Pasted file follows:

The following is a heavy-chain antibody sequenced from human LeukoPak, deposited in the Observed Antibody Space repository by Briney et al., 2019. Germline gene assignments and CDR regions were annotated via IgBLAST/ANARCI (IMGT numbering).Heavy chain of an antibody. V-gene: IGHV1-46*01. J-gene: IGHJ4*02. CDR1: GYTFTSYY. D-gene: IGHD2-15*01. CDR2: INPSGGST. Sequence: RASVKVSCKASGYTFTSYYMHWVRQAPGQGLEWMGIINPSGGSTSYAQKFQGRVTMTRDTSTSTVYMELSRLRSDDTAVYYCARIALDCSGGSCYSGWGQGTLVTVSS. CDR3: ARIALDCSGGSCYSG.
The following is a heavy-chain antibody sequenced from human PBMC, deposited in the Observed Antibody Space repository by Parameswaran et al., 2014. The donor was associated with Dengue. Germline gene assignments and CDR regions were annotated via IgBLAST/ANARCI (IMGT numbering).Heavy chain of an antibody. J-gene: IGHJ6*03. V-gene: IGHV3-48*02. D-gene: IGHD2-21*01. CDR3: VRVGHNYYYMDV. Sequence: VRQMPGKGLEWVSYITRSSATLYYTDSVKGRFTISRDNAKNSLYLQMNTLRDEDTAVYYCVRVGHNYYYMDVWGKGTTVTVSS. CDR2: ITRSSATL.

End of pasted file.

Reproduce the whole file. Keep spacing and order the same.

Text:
The following is a heavy-chain antibody sequenced from human LeukoPak, deposited in the Observed Antibody Space repository by Briney et al., 2019. Germline gene assignments and CDR regions were annotated via IgBLAST/ANARCI (IMGT numbering).Heavy chain of an antibody. V-gene: IGHV1-46*01. J-gene: IGHJ4*02. CDR1: GYTFTSYY. D-gene: IGHD2-15*01. CDR2: INPSGGST. Sequence: RASVKVSCKASGYTFTSYYMHWVRQAPGQGLEWMGIINPSGGSTSYAQKFQGRVTMTRDTSTSTVYMELSRLRSDDTAVYYCARIALDCSGGSCYSGWGQGTLVTVSS. CDR3: ARIALDCSGGSCYSG.
The following is a heavy-chain antibody sequenced from human PBMC, deposited in the Observed Antibody Space repository by Parameswaran et al., 2014. The donor was associated with Dengue. Germline gene assignments and CDR regions were annotated via IgBLAST/ANARCI (IMGT numbering).Heavy chain of an antibody. J-gene: IGHJ6*03. V-gene: IGHV3-48*02. D-gene: IGHD2-21*01. CDR3: VRVGHNYYYMDV. Sequence: VRQMPGKGLEWVSYITRSSATLYYTDSVKGRFTISRDNAKNSLYLQMNTLRDEDTAVYYCVRVGHNYYYMDVWGKGTTVTVSS. CDR2: ITRSSATL.